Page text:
How to Submit a Show Idea to HBO
Home Box Office (HBO) is an award-winning cable television channel that is broadcast to more than 40 million U.S. subscribers, according to its parent company, Time Warner Inc. The company does not accept unsolicited script outlines or "treatments"; therefore, it is very difficult for writers to be able to present their ideas unless there is some involvement of agents or entertainment lawyers.
What to Do with the Idea
Thoroughly research existing programming and news stories about shows currently in production. The most important aspect of an idea is that it is original. As well as examining the HBO website, visit other television network websites and examine their programming lists. Also use keywords from your idea and conduct Internet searches.
Develop the initial idea into a format that is accepted within the film/television industry. A two- to five-page synopsis, or treatment, needs to be written adhering to specific guidelines. Software programs such as "Final Draft" can be used to assist with this, and free demo version downloads are available for both the Mac and PC.
Copyright the idea so it is protected at latter stages of development. Consider joining an organization such as the Writers Guild Of America for a fee of $20 for five years; membership protects all work that is registered, which essentially gives you the same protection as registering your work with the Library Of Congress.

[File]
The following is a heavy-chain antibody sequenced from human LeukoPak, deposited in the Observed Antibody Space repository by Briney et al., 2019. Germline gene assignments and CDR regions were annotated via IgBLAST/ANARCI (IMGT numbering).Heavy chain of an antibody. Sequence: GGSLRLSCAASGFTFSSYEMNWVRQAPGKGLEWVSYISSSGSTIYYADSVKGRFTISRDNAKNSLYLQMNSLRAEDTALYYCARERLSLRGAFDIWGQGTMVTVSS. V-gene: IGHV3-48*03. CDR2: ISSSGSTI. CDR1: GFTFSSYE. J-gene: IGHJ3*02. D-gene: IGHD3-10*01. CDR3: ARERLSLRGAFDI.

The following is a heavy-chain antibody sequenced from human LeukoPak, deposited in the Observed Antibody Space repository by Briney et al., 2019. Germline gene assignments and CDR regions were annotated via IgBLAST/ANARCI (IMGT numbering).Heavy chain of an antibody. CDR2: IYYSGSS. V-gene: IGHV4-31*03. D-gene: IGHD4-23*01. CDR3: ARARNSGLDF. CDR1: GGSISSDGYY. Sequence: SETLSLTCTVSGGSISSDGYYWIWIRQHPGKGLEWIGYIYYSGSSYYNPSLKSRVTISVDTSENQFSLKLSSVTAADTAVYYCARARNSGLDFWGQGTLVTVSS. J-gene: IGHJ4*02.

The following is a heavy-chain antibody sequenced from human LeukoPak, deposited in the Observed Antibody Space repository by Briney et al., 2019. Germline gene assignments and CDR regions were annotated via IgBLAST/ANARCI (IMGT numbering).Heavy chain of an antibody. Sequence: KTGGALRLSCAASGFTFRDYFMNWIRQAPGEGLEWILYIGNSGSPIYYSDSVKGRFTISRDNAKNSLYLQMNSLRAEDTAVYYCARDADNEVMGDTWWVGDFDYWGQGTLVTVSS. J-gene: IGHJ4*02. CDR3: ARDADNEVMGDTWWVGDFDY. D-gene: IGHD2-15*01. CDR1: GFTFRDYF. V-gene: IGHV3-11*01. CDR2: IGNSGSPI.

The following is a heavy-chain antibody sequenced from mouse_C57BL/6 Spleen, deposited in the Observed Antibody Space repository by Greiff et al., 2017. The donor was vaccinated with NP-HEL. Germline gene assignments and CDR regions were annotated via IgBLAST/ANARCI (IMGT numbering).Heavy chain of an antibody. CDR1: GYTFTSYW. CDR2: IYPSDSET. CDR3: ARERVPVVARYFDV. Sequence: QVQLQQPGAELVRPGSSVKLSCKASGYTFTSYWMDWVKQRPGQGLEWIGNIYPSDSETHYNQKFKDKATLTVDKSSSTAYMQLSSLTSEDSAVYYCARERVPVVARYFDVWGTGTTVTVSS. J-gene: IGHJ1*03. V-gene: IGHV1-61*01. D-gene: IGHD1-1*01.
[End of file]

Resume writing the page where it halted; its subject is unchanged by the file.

In order to have the idea presented to HBO or other networks, an online company such as the TV Writers Vault can be used to bridge the gap between you and the network. This particular company offers a 30-day membership for $39.99, but for multiple presentations, the cost increases. It offers information about the industry from an insider point of view.
If this approach is not working and the idea has not been presented to HBO or another desirable network, the other way to proceed is to hire an entertainment attorney or agent and present the copyrighted treatment. Be aware that this is an expensive route; according to entertainment attorney Mark Litwak, "The cost for entertainment attorneys is usually $250 to $450 an hour."
Originally from the United Kingdom, now based in Los Angeles, Rob Garland has been a writer and musician since 1989. He has a book published by Cherry Lane and his articles have appeared in "Guitarist" magazine and "Guitar One" magazine. He has a Bachelor of Arts in film/social sciences from Canterbury University.